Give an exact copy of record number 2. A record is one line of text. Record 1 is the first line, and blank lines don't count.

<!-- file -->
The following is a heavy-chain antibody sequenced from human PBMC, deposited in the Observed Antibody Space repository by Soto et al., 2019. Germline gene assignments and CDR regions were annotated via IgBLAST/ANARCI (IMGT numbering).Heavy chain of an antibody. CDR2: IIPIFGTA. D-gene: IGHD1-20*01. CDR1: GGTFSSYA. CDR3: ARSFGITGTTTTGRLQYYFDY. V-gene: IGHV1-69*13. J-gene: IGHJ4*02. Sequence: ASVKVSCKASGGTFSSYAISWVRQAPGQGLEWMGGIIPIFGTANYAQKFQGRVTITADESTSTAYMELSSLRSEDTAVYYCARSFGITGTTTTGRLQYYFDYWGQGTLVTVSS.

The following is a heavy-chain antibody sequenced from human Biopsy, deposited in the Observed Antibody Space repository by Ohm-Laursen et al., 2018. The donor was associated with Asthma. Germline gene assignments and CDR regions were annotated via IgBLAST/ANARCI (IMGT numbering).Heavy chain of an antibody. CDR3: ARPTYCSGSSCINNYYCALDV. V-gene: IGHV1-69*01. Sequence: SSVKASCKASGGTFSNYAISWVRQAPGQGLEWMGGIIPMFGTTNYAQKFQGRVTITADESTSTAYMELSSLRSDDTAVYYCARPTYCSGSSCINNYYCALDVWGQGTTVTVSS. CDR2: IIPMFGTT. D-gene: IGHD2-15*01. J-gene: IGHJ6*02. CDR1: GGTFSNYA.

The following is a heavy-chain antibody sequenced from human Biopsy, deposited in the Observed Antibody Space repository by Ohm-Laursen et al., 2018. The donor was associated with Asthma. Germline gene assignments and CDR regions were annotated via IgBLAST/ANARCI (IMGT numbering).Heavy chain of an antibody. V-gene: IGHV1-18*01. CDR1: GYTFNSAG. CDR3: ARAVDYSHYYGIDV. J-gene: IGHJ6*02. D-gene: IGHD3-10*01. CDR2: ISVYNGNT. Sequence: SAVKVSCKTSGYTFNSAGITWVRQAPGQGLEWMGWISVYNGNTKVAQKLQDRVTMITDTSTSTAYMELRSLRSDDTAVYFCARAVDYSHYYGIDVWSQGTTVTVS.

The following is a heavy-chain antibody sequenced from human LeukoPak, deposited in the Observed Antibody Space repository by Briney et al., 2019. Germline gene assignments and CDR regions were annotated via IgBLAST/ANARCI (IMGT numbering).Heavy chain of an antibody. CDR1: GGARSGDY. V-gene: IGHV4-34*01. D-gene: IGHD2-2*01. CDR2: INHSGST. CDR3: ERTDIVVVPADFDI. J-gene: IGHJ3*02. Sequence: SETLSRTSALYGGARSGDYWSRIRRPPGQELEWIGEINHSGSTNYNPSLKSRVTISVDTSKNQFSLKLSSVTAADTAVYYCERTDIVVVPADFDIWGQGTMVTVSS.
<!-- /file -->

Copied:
The following is a heavy-chain antibody sequenced from human Biopsy, deposited in the Observed Antibody Space repository by Ohm-Laursen et al., 2018. The donor was associated with Asthma. Germline gene assignments and CDR regions were annotated via IgBLAST/ANARCI (IMGT numbering).Heavy chain of an antibody. CDR3: ARPTYCSGSSCINNYYCALDV. V-gene: IGHV1-69*01. Sequence: SSVKASCKASGGTFSNYAISWVRQAPGQGLEWMGGIIPMFGTTNYAQKFQGRVTITADESTSTAYMELSSLRSDDTAVYYCARPTYCSGSSCINNYYCALDVWGQGTTVTVSS. CDR2: IIPMFGTT. D-gene: IGHD2-15*01. J-gene: IGHJ6*02. CDR1: GGTFSNYA.